Time Reversal Analysis for Flaw Reconstruction using Elastic Property Determined by Ultrasonic Wave Field Data

Speaker:
Nakahata, Kazuyuki; Ehime University; Japan

Authors:
Mizota, H.; Hitachi, Ltd.,; Japan
Nagashima, Y.; Hitachi, Ltd.,; Japan
Nakahata, K.; Ehime University; Japan

ID: ECNDT-0312-2018
Session: PAUT-Signal processing
Room: G2
Date: 2018-06-13
Time: 16:40 - 17:00

ost commercial ultrasonic phased array imaging systems implement linear and sector scan methods which use flight time and amplitude of flaw echoes. However, these methods are based on the fundamental ray–tracing theory in homogeneous media, and they are not directly applicable to heterogeneous media because of the beam skewing and interfacial diffraction, and so on. A time reversal (TR) technique is a promising method that can be used in nondestructive evaluation to improve the flaw detectability in heterogeneous media. In the TR technique, signals from a flaw are recorded at all the array elements, then the signal are reversed and re-transmitted into the medium. Since the signal is generated from the flaw, the time reversal waves return to the flaw position according to the reversibility of the elastic wave.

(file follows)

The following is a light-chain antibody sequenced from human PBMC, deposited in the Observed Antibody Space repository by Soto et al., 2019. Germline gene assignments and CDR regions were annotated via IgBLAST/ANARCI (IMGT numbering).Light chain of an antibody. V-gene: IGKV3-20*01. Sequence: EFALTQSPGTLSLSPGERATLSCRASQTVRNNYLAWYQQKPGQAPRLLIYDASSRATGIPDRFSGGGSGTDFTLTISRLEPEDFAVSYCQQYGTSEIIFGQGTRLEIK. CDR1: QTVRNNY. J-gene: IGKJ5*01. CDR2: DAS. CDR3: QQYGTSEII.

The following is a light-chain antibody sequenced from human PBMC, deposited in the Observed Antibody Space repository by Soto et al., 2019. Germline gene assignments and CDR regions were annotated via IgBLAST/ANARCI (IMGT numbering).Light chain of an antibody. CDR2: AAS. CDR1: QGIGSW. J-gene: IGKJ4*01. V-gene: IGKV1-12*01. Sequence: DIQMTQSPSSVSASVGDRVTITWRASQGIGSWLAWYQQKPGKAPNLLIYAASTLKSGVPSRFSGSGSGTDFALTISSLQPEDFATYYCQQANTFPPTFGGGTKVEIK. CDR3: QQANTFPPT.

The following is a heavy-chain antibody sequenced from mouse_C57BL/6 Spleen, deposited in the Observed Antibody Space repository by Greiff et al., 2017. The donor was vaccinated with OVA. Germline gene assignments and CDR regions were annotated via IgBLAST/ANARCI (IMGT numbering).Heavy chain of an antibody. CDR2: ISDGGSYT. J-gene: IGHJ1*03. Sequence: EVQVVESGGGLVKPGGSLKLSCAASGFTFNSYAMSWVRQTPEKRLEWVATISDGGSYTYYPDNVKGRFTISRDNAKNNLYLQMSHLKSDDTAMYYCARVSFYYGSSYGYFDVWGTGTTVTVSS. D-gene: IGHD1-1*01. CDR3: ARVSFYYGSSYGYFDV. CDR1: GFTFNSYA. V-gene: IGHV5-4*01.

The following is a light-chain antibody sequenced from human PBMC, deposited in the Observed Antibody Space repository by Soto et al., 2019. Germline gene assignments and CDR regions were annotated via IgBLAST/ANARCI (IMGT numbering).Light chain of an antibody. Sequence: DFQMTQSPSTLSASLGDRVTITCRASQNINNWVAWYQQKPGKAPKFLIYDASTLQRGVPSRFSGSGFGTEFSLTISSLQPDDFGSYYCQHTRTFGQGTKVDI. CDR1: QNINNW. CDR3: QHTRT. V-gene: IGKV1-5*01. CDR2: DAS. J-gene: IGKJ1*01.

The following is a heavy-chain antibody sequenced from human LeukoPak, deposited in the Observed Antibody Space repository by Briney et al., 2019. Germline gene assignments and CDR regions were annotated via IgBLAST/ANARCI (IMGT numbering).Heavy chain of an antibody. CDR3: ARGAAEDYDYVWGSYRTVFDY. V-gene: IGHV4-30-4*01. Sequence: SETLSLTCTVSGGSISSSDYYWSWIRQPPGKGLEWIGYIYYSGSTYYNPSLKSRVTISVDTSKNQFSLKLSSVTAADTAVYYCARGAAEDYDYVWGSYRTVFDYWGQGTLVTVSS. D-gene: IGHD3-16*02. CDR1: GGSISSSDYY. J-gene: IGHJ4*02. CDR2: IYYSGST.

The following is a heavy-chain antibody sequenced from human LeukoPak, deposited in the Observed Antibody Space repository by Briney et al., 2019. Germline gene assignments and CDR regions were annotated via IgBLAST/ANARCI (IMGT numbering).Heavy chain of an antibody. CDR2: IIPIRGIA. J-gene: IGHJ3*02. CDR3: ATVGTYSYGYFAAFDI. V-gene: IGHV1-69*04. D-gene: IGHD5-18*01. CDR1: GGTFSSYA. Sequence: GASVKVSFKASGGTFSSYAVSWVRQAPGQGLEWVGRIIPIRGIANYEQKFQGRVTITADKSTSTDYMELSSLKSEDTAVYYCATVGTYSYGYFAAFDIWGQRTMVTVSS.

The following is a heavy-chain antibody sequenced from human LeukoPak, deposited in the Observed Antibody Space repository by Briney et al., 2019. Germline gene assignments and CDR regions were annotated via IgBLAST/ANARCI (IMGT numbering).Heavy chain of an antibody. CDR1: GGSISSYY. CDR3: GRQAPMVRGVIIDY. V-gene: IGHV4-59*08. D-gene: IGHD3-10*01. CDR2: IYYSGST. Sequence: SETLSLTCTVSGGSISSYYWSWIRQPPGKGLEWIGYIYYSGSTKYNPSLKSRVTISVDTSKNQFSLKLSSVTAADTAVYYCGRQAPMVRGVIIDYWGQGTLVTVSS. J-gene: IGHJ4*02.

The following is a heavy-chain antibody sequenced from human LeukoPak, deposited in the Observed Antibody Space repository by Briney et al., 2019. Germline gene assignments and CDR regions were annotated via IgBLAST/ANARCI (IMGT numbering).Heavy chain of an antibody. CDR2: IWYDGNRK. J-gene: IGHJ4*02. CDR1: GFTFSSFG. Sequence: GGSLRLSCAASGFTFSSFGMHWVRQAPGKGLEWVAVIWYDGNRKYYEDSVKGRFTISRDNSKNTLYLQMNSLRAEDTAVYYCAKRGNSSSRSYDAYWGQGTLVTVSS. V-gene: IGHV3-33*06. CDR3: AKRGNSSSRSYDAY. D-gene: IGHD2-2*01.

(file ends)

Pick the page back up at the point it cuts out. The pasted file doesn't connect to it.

In this study, we propose a simulation–aided flaw reconstruction method using the time reversal approach. Here, scattered waves from a flaw are recorded and the time–reversed waves are re–transmitted in the image–based finite element (FE) simulation. The target flaw is an electric discharge machined slit in a unidirectional solidified SUS316L stainless steel. In the TR wave propagation in the FE simulation for SUS316L, the shape of the slit can be visually estimated from the focal point of the ultrasonic wave. The accuracy of the TR reconstruction method depends on the quality of the FE model. Before the flaw reconstruction, ultrasonic wave fields in SUS316L are experimentally visualized by a non-contact ultrasonic generation method using scanning laser source. Then the elastic constants are obtained from the wavefield data processed by the time-space Fourier transform. The elastic constants are fed into the FE model in the TR simulation.